By Michael Smithson. Originally published on the Integration and Implementation Insights blog.
What issues arise for effective judgments, predictions, and decisions when decision makers do not know all the potential starting positions, available alternatives and possible outcomes?
A shorthand term for this collection of possible starting points (also known as prior states), alternatives, and outcomes is “sample space.” Here I elucidate why sample space is important and how judgments and decisions can be influenced when it is incomplete.
Why is sample space important?
When it comes to dealing with unknowns, economists and others traditionally distinguish between “risk” (where probabilities can be assigned to every possible outcome) and “uncertainty” (where the probabilities are vague or unknown). Both of those versions of unknowns assume that decision makers know everything about the sample space.
In the real world, however, people often have to make important decisions when they don’t know everything about the relevant sample space. For example, in a pandemic the virus will mutate in ways and at times that cannot be predicted, but decisions about lock-downs and other measures have to be made based on the known variants. The current sample space for COVID-19 includes the known strains of this virus, especially the “delta” and “omicron” variants. Decisions are made with a background assumption that these are the only variants, even though another variant may already be present or emerging that has not yet been identified.
Problems with current prescriptions for dealing with sample space
Rational decision theories such as expected utility theory require that decisions are based on beliefs about the sample space but they assume that the sample is known completely. And so these theories sweep the problem of how to deal with an incompletely known sample space under the carpet. As a result, there are few prescriptions for how a sample space should be constructed, or how decisions should be made if there is no complete description of the sample space.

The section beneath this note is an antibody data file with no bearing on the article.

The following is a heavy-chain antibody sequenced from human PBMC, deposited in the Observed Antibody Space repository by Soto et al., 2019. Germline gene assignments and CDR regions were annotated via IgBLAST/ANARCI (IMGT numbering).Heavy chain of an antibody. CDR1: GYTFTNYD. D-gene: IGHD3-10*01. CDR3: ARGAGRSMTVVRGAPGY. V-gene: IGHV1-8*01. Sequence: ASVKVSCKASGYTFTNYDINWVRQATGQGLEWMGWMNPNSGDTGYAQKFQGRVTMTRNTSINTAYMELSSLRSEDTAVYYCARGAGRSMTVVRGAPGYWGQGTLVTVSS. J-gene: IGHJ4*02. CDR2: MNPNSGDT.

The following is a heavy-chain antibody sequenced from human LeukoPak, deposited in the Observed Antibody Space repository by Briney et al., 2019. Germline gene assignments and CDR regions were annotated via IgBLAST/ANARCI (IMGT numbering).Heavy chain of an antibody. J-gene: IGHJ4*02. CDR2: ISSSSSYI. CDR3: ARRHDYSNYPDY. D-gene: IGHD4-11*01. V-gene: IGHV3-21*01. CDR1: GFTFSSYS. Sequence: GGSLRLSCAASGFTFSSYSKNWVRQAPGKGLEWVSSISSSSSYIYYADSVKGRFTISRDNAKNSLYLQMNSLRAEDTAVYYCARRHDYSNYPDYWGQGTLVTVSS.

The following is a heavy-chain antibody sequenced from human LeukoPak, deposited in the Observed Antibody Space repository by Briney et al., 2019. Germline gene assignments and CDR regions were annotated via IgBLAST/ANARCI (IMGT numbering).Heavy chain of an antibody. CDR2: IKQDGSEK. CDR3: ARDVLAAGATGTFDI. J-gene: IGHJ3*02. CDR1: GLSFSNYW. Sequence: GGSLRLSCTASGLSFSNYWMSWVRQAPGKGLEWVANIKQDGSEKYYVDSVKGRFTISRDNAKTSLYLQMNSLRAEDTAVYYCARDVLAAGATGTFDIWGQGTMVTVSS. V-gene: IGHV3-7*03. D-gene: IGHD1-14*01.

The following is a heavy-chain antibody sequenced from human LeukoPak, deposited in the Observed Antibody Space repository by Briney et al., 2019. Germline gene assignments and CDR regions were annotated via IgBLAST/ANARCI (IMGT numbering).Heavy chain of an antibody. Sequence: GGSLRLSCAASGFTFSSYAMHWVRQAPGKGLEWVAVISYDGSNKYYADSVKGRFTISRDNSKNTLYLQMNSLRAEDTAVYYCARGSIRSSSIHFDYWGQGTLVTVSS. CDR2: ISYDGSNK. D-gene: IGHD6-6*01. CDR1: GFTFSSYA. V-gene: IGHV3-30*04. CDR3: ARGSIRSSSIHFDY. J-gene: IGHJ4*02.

Moreover, where there are prescriptions, they don’t always seem to be valid. For instance, economists Karni and Vierø (2013) propose that rational agents faced with an incomplete sample space should adhere to what they call Reverse Bayes.
Suppose that a particular kind of virus has two currently known strains, A and B, and the best estimates of the proportions of cases for people who contract this kind of virus are P(A) and P(B) (where P (B) = 1 – P(A)). Now imagine that a new third strain (C) emerges. Karni and Vierø say that regardless of whatever proportion of the cases C ends up having, the ratio P(A)/P(B) should remain unchanged. For example, suppose that originally P(A) = 0.4 and P(B) = 0.6 (so that P(A)/P(B) = 2/3). If P(C) eventually turns out to be 0.5 then it should also turn out that P(A) = 0.2 and P(B) = 0.3.
Reverse Bayes is attractive, because it says that no matter what unknown elements lurk in the sample space, the probability-ratios among its known elements are fixed. Unfortunately, scholars have come up with counter-examples. For instance, what if getting strain C and recovering protects the person more against strain B than against strain A? Over time, the effects of strain C will increase the P(A)/P(B) ratio.
How people estimate the size of a sample space
In addition to the lack of guidance for how to “rationally” deal with an incomplete sample space, little research has been done on how people actually do deal with this. My colleague Yiyun Shou and I recently investigated how people estimate the size of a sample space based on what they’ve learned and believe about it so far (Smithson and Shou, 2021). It is already established that if people think that an incompletely known sample space is big, they are more likely to be cautious about making decisions based solely on the parts of the sample space they know about and we wanted to explore this further.
Our initial idea was that if people don’t have prior beliefs about the sample space then the larger the number of unique elements in the sample space they’ve seen, the larger they think the sample space will be. This is akin to the models that biologists use when estimating biodiversity in an environment based on the samples of species they have obtained—the greater the number of observed species, the higher the estimate of biodiversity.